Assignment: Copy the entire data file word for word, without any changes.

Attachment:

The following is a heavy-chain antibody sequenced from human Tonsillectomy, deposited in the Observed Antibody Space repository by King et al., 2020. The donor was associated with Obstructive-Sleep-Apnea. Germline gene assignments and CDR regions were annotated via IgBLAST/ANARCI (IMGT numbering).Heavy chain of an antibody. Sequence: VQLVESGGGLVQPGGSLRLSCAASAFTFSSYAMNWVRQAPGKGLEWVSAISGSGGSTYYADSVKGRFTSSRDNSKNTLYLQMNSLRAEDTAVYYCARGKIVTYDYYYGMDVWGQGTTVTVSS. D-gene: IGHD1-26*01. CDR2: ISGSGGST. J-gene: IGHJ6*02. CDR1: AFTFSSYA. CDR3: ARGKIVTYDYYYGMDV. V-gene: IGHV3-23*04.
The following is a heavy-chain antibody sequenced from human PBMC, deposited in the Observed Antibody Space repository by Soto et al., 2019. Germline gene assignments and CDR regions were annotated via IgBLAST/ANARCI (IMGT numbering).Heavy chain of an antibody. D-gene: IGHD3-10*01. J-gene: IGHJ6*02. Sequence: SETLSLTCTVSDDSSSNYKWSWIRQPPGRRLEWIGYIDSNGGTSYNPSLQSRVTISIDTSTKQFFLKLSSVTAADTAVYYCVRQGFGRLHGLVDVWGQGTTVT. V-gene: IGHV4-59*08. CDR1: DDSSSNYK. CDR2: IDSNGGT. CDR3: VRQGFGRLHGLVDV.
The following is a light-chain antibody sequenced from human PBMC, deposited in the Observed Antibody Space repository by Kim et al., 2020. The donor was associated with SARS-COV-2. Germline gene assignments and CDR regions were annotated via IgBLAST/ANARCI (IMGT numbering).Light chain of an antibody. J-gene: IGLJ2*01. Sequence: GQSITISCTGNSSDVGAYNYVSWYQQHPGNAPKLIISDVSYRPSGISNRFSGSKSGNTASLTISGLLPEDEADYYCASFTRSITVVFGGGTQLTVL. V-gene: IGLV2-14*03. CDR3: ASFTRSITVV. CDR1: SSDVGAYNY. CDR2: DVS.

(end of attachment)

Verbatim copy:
The following is a heavy-chain antibody sequenced from human Tonsillectomy, deposited in the Observed Antibody Space repository by King et al., 2020. The donor was associated with Obstructive-Sleep-Apnea. Germline gene assignments and CDR regions were annotated via IgBLAST/ANARCI (IMGT numbering).Heavy chain of an antibody. Sequence: VQLVESGGGLVQPGGSLRLSCAASAFTFSSYAMNWVRQAPGKGLEWVSAISGSGGSTYYADSVKGRFTSSRDNSKNTLYLQMNSLRAEDTAVYYCARGKIVTYDYYYGMDVWGQGTTVTVSS. D-gene: IGHD1-26*01. CDR2: ISGSGGST. J-gene: IGHJ6*02. CDR1: AFTFSSYA. CDR3: ARGKIVTYDYYYGMDV. V-gene: IGHV3-23*04.
The following is a heavy-chain antibody sequenced from human PBMC, deposited in the Observed Antibody Space repository by Soto et al., 2019. Germline gene assignments and CDR regions were annotated via IgBLAST/ANARCI (IMGT numbering).Heavy chain of an antibody. D-gene: IGHD3-10*01. J-gene: IGHJ6*02. Sequence: SETLSLTCTVSDDSSSNYKWSWIRQPPGRRLEWIGYIDSNGGTSYNPSLQSRVTISIDTSTKQFFLKLSSVTAADTAVYYCVRQGFGRLHGLVDVWGQGTTVT. V-gene: IGHV4-59*08. CDR1: DDSSSNYK. CDR2: IDSNGGT. CDR3: VRQGFGRLHGLVDV.
The following is a light-chain antibody sequenced from human PBMC, deposited in the Observed Antibody Space repository by Kim et al., 2020. The donor was associated with SARS-COV-2. Germline gene assignments and CDR regions were annotated via IgBLAST/ANARCI (IMGT numbering).Light chain of an antibody. J-gene: IGLJ2*01. Sequence: GQSITISCTGNSSDVGAYNYVSWYQQHPGNAPKLIISDVSYRPSGISNRFSGSKSGNTASLTISGLLPEDEADYYCASFTRSITVVFGGGTQLTVL. V-gene: IGLV2-14*03. CDR3: ASFTRSITVV. CDR1: SSDVGAYNY. CDR2: DVS.